Reply to Comment
    22. Piotr Berman

      “Legitimacy can be a motivating factor only if Israeli’s make it an electoral discussion. However while Israel is opening up markets in China, India and Russia and cyprus, it fears less from BDS – a western and mid east phenomena that will not effect its new areas.”

      China and India are quite emphatically opposed to sanctions on Iran, China in particular. “Opening up markets” can be nicely reversed if Israel initiates a nice little war.

      “The lack of legitimacy might move israel from the solidly western camp into a more non aliened position but still with a special relationship with the US…” It was observed that NGO legislation was copied from Belorus and Uzbekistan. This is ‘more non aligned position’, but not the best recipe for maintaining ‘special relationship’.

      “Until then, West Bank settlements will keep growing”. The road to peace through spiteful and obnoxious behavior.

      Back to BDS. This strategy can be effective if Israel and supporters are sufficiently hysterical. So far, they are do more than enough.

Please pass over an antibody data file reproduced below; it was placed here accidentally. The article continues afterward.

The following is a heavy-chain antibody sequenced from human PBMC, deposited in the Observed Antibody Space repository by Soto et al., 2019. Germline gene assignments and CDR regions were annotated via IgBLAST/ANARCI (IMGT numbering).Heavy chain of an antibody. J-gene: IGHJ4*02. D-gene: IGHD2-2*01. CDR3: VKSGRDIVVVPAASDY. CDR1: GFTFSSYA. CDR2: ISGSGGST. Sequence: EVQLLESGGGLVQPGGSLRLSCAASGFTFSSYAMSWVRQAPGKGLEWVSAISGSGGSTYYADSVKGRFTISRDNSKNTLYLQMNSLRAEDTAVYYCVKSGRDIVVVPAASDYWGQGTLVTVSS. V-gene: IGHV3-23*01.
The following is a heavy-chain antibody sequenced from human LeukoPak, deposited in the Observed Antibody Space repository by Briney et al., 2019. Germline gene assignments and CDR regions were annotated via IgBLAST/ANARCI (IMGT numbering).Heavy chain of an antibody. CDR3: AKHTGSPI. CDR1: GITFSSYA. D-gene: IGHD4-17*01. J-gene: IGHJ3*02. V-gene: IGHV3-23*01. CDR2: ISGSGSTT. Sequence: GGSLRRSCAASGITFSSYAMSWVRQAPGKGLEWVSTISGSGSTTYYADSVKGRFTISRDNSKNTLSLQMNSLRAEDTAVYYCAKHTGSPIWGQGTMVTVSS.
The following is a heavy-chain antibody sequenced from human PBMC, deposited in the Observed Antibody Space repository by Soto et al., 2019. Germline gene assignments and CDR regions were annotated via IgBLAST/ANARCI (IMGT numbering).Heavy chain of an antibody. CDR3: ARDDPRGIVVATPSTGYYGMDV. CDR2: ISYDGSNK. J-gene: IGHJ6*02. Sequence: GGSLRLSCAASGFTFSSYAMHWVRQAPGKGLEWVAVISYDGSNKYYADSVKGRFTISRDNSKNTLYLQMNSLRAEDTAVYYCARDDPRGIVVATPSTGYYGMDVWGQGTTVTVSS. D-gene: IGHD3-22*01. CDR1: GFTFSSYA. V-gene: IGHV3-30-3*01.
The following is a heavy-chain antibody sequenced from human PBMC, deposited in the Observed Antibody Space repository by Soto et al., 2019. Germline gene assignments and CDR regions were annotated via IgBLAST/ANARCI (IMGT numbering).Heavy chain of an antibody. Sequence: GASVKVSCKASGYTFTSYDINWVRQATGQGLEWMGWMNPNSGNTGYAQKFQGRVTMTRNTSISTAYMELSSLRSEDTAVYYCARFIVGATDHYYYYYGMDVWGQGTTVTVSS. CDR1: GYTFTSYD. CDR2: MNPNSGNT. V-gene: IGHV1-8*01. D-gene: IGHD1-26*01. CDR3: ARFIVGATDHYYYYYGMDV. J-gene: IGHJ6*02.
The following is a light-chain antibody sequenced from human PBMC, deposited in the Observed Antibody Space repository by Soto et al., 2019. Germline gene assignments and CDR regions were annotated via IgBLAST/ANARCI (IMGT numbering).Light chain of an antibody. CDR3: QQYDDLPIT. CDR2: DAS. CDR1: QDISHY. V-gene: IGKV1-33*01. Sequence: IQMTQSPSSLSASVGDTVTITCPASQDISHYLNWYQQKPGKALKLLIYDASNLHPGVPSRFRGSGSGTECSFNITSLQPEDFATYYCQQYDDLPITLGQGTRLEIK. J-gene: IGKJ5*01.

Reply to Comment
    23. Steve

      To DIRECTROB:

      There was a “population exchange.” Israel isn’t giving land to people who may have lived there 70 years ago. Arab countries are not giving land back to the near million Jews who used to live in Arab countries and became refugees but now live in Israel.

      Israel isn’t merging with anybody, just like other countries aren’t, either.

      There’s no “right of return” in this case. It’s done with, long ago, many wars ago.

      Reply to Comment
    24. Steve

      PIOTR BERMAN,
      If the Palestinian Authority wants to just wait around forever thinking Israel is going to someday undo its existence as a Jewish state, they’re in for a long wait. So while they waste their existence away and don’t accomplish anything, Israel will keep being productive and building communities.